Print this page

Architectural Cast-In-Place Concrete Forming

Written by 

The surface of cast-in-place concrete may be modified to create an aesthetically pleasing color and/or texture, or to simulate tile, stone or brick. This specially finished concrete is referred to as “architectural concrete,” and it is usually permanently exposed to view. Architectural Concrete Forming is the primary method of creating architectural concrete. Form liners are typically used and are fastened to the inside of the forms, providing the desired design or texture to the concrete. Architectural concrete forming may be used for structural or non-structural building components. When using this process, special attention should be given to the uniformity of the mix, additives such as color or aggregates, placement, and finishing.

Architectural Cast-In-Place Concrete Forming


Topic Summary

Methods and Materials

Formwork (which allows concrete to be shaped into slabs, beams, columns, floors, and walls) has traditionally been fabricated from timber, built on-site of either plywood or moisture-resistant particleboard. Presently, pre-fabricated metal or plastic systems offer advantages in consistency, speed of construction, and life-cycle costs. Architectural liners are easily attached to these systems. Stay-in-place formwork can also be used for architectural forming.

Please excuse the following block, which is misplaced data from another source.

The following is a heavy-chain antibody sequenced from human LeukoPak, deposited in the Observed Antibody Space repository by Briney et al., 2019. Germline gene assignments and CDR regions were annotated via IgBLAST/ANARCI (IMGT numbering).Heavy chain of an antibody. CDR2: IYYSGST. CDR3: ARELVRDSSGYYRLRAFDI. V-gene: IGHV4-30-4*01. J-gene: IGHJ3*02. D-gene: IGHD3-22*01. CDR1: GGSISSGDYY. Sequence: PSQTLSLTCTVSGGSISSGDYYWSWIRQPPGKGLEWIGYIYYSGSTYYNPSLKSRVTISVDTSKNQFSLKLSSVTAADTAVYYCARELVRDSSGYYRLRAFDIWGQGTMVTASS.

Re-usable plastic forming systems are used to build relatively simple concrete structures. The interlocking, modular plastic forms in these systems are lightweight and easily handled. The surfaces of these forms may themselves create an architectural surface.

A variety of plastic form liners are commercially available, providing many different surface finish options (usually simulations of either wood or stone). Patterns such as aged cedar, barn wood, or rough-sawn plank can be produced. Liners that give patterns such as phoenix limestone, round stone, vertical flagstone, or stucco are also available. The liners may be fabricated from polystyrene, ABS, polyurethane, or polyvinyl chloride (PVC).

Design Basics

The planning, design and construction of forming systems are normally the responsibility of the general contractor and sub-contractors. However, architectural forming may require collaboration with the design professionals. Considerations may include: release agents and their effect on the architectural surfaces; the positioning of joints and edges of the liners; the effect of the liners on the required structural thickness of the concrete; form ties and their ability to be hidden after forms are released; the prevention of rust or streaks on the finished concrete surface from ties, trims, or imbedded components; construction and control jointing; and methods of transitioning from one texture or surface to another. All formwork should be designed in accordance with the methods given in ACI C347 to meet the estimated loads, lateral pressures, and stresses as the concrete is poured and as it hardens. The formwork should also be supported by falsework, and by shoring, if necessary, to ensure that it withstands the placement of the concrete and the stresses of vibration during consolidation. Differential settlement, misalignments, or offsets are more obvious with exposed architectural surfaces.